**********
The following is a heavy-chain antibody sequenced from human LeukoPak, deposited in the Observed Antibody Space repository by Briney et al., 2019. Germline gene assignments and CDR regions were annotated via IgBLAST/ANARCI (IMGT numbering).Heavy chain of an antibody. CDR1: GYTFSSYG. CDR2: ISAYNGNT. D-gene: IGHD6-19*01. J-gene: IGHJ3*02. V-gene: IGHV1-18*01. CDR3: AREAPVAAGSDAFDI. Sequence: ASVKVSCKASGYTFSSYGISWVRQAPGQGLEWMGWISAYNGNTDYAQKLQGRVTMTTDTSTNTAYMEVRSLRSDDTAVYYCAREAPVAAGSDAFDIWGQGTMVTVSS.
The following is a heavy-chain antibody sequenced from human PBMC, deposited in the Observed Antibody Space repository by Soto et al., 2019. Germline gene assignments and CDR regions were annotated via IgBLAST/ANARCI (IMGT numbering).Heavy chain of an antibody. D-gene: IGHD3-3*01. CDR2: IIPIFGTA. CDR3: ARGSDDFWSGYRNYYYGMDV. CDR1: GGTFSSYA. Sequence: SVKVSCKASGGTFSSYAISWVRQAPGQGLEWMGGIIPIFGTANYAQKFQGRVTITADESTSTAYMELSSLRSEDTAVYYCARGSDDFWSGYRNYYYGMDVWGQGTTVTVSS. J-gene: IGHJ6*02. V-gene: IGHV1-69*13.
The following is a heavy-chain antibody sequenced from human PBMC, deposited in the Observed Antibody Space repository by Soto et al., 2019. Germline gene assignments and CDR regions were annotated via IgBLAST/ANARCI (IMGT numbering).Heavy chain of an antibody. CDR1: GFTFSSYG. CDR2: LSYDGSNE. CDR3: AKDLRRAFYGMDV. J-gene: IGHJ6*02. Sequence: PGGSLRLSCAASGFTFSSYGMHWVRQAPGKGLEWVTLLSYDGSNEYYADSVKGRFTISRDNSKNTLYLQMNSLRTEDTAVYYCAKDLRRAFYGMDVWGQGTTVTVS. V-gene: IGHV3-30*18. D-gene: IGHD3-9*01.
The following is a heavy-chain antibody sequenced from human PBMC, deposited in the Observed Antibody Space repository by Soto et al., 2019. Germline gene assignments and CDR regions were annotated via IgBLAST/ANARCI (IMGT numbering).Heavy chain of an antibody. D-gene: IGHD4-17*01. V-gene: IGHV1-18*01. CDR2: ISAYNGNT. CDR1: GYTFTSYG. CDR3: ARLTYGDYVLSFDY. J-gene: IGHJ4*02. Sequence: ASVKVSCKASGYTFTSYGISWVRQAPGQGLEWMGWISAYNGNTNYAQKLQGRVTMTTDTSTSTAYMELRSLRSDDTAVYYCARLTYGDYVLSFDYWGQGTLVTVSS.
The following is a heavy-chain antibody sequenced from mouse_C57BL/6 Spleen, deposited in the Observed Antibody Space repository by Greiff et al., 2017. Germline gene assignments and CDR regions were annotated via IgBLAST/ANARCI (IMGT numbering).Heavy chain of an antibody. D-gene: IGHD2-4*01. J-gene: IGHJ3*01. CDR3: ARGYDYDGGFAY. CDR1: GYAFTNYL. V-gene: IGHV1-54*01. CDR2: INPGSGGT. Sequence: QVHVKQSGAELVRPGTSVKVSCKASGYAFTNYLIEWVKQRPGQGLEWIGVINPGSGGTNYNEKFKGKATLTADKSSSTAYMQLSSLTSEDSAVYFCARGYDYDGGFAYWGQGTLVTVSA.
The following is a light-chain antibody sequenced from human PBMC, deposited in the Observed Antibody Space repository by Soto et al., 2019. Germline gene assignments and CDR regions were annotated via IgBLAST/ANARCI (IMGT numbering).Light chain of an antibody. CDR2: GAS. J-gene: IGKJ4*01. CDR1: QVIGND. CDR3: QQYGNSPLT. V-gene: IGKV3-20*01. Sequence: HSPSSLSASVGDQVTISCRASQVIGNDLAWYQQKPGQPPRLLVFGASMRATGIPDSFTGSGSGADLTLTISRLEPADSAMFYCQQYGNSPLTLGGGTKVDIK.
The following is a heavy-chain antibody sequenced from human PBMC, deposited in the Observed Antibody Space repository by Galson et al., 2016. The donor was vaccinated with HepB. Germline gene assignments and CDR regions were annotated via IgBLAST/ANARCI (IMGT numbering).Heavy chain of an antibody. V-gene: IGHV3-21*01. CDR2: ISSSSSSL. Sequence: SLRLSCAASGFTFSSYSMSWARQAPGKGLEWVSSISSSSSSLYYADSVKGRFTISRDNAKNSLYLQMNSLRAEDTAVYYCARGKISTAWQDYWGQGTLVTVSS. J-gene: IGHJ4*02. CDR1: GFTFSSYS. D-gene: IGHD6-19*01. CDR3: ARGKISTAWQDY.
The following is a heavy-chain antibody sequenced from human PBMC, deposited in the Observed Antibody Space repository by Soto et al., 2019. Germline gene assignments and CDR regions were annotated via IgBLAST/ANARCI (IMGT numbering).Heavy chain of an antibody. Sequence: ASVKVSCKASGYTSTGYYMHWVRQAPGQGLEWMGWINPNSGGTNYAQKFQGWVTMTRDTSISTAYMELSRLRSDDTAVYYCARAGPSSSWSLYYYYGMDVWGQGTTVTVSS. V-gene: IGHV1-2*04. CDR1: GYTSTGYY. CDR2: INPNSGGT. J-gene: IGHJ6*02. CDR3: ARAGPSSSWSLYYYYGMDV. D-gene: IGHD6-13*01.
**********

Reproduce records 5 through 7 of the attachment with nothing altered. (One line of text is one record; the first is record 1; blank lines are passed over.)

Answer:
The following is a heavy-chain antibody sequenced from mouse_C57BL/6 Spleen, deposited in the Observed Antibody Space repository by Greiff et al., 2017. Germline gene assignments and CDR regions were annotated via IgBLAST/ANARCI (IMGT numbering).Heavy chain of an antibody. D-gene: IGHD2-4*01. J-gene: IGHJ3*01. CDR3: ARGYDYDGGFAY. CDR1: GYAFTNYL. V-gene: IGHV1-54*01. CDR2: INPGSGGT. Sequence: QVHVKQSGAELVRPGTSVKVSCKASGYAFTNYLIEWVKQRPGQGLEWIGVINPGSGGTNYNEKFKGKATLTADKSSSTAYMQLSSLTSEDSAVYFCARGYDYDGGFAYWGQGTLVTVSA.
The following is a light-chain antibody sequenced from human PBMC, deposited in the Observed Antibody Space repository by Soto et al., 2019. Germline gene assignments and CDR regions were annotated via IgBLAST/ANARCI (IMGT numbering).Light chain of an antibody. CDR2: GAS. J-gene: IGKJ4*01. CDR1: QVIGND. CDR3: QQYGNSPLT. V-gene: IGKV3-20*01. Sequence: HSPSSLSASVGDQVTISCRASQVIGNDLAWYQQKPGQPPRLLVFGASMRATGIPDSFTGSGSGADLTLTISRLEPADSAMFYCQQYGNSPLTLGGGTKVDIK.
The following is a heavy-chain antibody sequenced from human PBMC, deposited in the Observed Antibody Space repository by Galson et al., 2016. The donor was vaccinated with HepB. Germline gene assignments and CDR regions were annotated via IgBLAST/ANARCI (IMGT numbering).Heavy chain of an antibody. V-gene: IGHV3-21*01. CDR2: ISSSSSSL. Sequence: SLRLSCAASGFTFSSYSMSWARQAPGKGLEWVSSISSSSSSLYYADSVKGRFTISRDNAKNSLYLQMNSLRAEDTAVYYCARGKISTAWQDYWGQGTLVTVSS. J-gene: IGHJ4*02. CDR1: GFTFSSYS. D-gene: IGHD6-19*01. CDR3: ARGKISTAWQDY.